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Why Have Proctor & Gamble’s Revenues Collapsed?

A quick glance at the balance sheet reveals that Proctor & Gamble (NYSE: PG) has some serious problems. The most recent data indicates that the venerable consumer products manufacturer’s revenues dropped by $11.87 billion over the past two years.

Proctor & Gamble reported revenues of $81.6 billion December 2013, $76.5 billion in December 2014, and $69.73 billion in December 2015. That means, P&G lost $5.1 billion in revenue in 2014 and $6.77 billion in revenue in 2015. The revenue losses are accelerating and will probably be much worse when the company reports its first quarter 2016 revenues.

These figures indicate that P&G may no longer be the leader in American consumer products it once was. Although, the company still has a tremendous lead in some sectors. Proctor & Gamble’s flagship product; Tide, is still America’s most popular laundry detergent. Tide’s sales ($1.195 billion) are more than double those of the nearest competitor Gain ($545.9 billion); which is also a P&G product, Statista data tells us.

Yet the revenue numbers show us that Proctor & Gamble is having a serious time maintaining sales and market share. It looks as if its revenue is collapsing, which means its dominant position in some sectors could be eroding.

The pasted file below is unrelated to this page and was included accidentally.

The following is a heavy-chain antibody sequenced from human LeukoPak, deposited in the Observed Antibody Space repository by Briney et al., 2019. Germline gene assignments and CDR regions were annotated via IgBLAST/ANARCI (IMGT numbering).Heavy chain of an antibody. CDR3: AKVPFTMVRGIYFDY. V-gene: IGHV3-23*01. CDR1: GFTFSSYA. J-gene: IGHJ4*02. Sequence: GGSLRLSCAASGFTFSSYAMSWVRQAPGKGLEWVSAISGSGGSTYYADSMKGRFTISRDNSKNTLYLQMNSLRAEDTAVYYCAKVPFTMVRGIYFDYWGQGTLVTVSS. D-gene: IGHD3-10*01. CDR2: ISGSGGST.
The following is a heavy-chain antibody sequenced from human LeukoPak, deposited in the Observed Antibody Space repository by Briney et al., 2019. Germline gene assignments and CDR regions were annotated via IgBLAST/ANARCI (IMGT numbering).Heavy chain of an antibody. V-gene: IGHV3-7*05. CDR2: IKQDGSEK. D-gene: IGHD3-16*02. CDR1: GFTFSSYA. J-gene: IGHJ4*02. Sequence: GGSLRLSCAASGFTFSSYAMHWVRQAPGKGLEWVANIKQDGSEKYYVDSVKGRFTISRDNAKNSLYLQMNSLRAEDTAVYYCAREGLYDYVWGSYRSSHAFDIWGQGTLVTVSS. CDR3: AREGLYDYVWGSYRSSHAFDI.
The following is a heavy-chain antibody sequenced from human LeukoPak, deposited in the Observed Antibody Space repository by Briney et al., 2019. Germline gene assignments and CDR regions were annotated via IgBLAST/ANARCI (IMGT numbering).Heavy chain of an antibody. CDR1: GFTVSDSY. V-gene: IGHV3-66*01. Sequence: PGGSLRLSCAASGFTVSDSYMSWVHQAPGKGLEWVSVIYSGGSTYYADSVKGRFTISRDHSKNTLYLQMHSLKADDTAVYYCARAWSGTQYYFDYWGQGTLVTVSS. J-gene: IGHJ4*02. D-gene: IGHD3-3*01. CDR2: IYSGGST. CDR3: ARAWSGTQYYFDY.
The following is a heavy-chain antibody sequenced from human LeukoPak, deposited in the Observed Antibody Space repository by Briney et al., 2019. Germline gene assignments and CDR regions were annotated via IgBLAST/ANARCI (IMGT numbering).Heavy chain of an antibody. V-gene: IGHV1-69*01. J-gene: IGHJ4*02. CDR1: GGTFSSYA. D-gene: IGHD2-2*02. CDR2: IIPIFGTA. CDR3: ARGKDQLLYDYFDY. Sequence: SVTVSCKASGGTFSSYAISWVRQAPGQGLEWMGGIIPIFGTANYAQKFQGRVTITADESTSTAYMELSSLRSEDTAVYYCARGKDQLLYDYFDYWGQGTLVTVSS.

Why are Proctor & Gamble’s Revenues Collapsing

There are a number of potential causes for the P&G revenue collapse including:

  • Deep discounting by giant retailers that control a growing percentage of the market. This includes Walmart Stores Inc. (NYSE: WMT) with 4,177 stores in 2015, Kroger (NYSE: KR) with 1,330 supermarkets, Walgreens Boots Alliance (NASDAQ: WBA) with nearly 13,000 drug stores, Dollar Tree (NASDAQ: DLTR) and Dollar General (NYSE: DG); which each operate around 11,000 dollar stores, Amazon (NASDAQ: AMZN), Target (NYSE: TGT) and Costco Wholesale (NASDAQ: COST). These companies all have the leverage to force P&G to cut prices, and some of them; including Kroger and Walgreens, regularly use popular brands such as Tide and Gain as loss leaders.


  • The decline of Walmart, which saw its revenues drop by $3.52 billion in 2015. Walmart is one of the main sales outlets for Proctor & Gamble products and people seem to be shopping there less. It actually made news when Walmart’s foot traffic at US stores increased by 1.4% and its same store sales grew by 1.2% during the fourth quarter of 2015.


  • Changing shopping habits including the growth of online shopping (some observers believe that Amazon’s sales rose by 97% in 2015) and the preference for smaller, more compact stores. People are spending less time in stores; which means fewer people see all those Tide displays.


  • The decline of legacy media such as broadcast television and newspapers. Fewer people see Tide advertisements or get coupons for Gain every week. P&G is heavily invested in legacy media; the company actually invented daytime soap operas to sell laundry detergent.


  • Growing income inequality and wage stagnation. Households with less money to spend are more likely to pinch pennies on items like laundry detergent.